A conversation with a friend reminded me that, in fact, I’ve been doing test-driven development long before I knew it was called that. Back in Introduction to Systems Programming (a second-semester course revolving around abstract data types in C, introduction to C++, and hands-on experience building multi-module C programs), most homework exercises looked something along these lines: Write a program managing a store inventory, with a command-line client conforming to a given set of specifications. For an input file looking like this:

addcategory Fruit
addproduct Fruit Banana 2.30
addproduct Fruit Tomato 1.20
addproduct Fruit Apple 1.50
addproduct Fruit Apple 1.60
list Fruit

The output file would be expected to look like this:

OK
OK
OK
OK
ERROR Duplicate fruit Apple
Fruit
-----
Apple  1.50
Banana 2.30
Tomato 1.20

Of course, error messages, sorting and spacing for the output would be part of the spec. That provided an effective way of checking your program’s correctness: Run it on a given input, and compare its output - using diff - to expected output. Some TAs even provided simple test files (input + expected output) for this exact method (but not revealing the “real” test files which would they use while grading), but the “serious” tests happened in the student-run “homework help” forum (ah, phpbb…), where students would regularly place gargantuan test files to compare your program against (these were very helpful in finding memory handling errors).

For an advanced technique, I wrote a “reference” implementation in Python (this is much shorter than the C version, and probably less bug-prone). I then generated random input files, fed them into both programs, and whenever the output would differ between the two - I’d found in a bug (in one of the versions).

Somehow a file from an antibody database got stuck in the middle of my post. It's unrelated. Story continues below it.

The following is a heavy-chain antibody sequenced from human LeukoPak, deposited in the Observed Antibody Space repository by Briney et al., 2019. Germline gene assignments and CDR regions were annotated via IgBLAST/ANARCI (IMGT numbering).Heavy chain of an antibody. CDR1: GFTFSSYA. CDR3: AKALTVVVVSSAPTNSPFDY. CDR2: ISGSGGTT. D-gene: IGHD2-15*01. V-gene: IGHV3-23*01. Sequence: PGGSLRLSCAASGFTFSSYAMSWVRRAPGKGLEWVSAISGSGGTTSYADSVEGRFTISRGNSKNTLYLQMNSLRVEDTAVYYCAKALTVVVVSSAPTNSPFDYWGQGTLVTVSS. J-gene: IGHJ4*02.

I recall a certain student festival, a friend ran up to me, and exclaimed: “I’m totally wasted. I’ve had no sleep for the past two days, but I’ve finally finished the exercise. diff [outputs] 0 [lines of difference]! Whoo!” He ran off at this point.

What does all of this have to do with test-driven development? It became “known” that it’s better to start the exercises later, so that early-bird students will have test data up on the forum before you start. Then, just code until the tests pass. Ah, the excuses we students come up with for procrastination…

I’ve been striving to do test-driven development ever since, with the help of proper unit testing frameworks, and it’s hard for me to think of having ever coded without it. There are plenty of resources online explaining why unit-testing is such a helpful idea… all I’m saying is that you might already be testing your code, not realizing that a nice framework can help. But more on that later…